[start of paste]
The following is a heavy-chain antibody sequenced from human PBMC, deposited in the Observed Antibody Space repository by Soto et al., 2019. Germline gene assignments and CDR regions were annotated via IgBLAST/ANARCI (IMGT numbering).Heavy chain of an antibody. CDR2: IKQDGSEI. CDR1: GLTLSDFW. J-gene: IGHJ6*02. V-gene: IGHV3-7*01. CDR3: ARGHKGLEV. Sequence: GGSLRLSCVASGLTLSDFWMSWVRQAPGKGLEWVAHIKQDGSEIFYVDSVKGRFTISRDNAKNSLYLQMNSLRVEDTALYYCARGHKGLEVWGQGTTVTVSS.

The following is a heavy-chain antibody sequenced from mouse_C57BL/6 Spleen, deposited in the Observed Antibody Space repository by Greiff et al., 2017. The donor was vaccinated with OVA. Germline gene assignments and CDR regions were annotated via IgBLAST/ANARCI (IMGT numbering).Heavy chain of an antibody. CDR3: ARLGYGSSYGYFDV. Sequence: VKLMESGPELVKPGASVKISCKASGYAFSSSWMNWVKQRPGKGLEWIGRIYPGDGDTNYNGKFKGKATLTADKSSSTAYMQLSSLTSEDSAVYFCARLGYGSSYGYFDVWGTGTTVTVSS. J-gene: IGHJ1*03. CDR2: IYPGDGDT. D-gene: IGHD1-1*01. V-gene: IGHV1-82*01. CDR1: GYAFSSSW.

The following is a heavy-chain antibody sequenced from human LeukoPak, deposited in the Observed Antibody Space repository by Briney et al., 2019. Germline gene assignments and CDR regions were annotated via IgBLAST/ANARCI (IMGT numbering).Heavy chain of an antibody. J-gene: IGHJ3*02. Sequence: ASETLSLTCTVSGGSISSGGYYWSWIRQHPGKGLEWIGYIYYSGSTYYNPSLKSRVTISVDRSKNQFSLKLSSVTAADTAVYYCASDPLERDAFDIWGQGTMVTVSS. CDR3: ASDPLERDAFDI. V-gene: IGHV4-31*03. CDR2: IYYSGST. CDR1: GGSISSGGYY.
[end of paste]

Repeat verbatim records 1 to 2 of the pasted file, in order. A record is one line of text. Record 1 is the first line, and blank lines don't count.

The following is a heavy-chain antibody sequenced from human PBMC, deposited in the Observed Antibody Space repository by Soto et al., 2019. Germline gene assignments and CDR regions were annotated via IgBLAST/ANARCI (IMGT numbering).Heavy chain of an antibody. CDR2: IKQDGSEI. CDR1: GLTLSDFW. J-gene: IGHJ6*02. V-gene: IGHV3-7*01. CDR3: ARGHKGLEV. Sequence: GGSLRLSCVASGLTLSDFWMSWVRQAPGKGLEWVAHIKQDGSEIFYVDSVKGRFTISRDNAKNSLYLQMNSLRVEDTALYYCARGHKGLEVWGQGTTVTVSS.

The following is a heavy-chain antibody sequenced from mouse_C57BL/6 Spleen, deposited in the Observed Antibody Space repository by Greiff et al., 2017. The donor was vaccinated with OVA. Germline gene assignments and CDR regions were annotated via IgBLAST/ANARCI (IMGT numbering).Heavy chain of an antibody. CDR3: ARLGYGSSYGYFDV. Sequence: VKLMESGPELVKPGASVKISCKASGYAFSSSWMNWVKQRPGKGLEWIGRIYPGDGDTNYNGKFKGKATLTADKSSSTAYMQLSSLTSEDSAVYFCARLGYGSSYGYFDVWGTGTTVTVSS. J-gene: IGHJ1*03. CDR2: IYPGDGDT. D-gene: IGHD1-1*01. V-gene: IGHV1-82*01. CDR1: GYAFSSSW.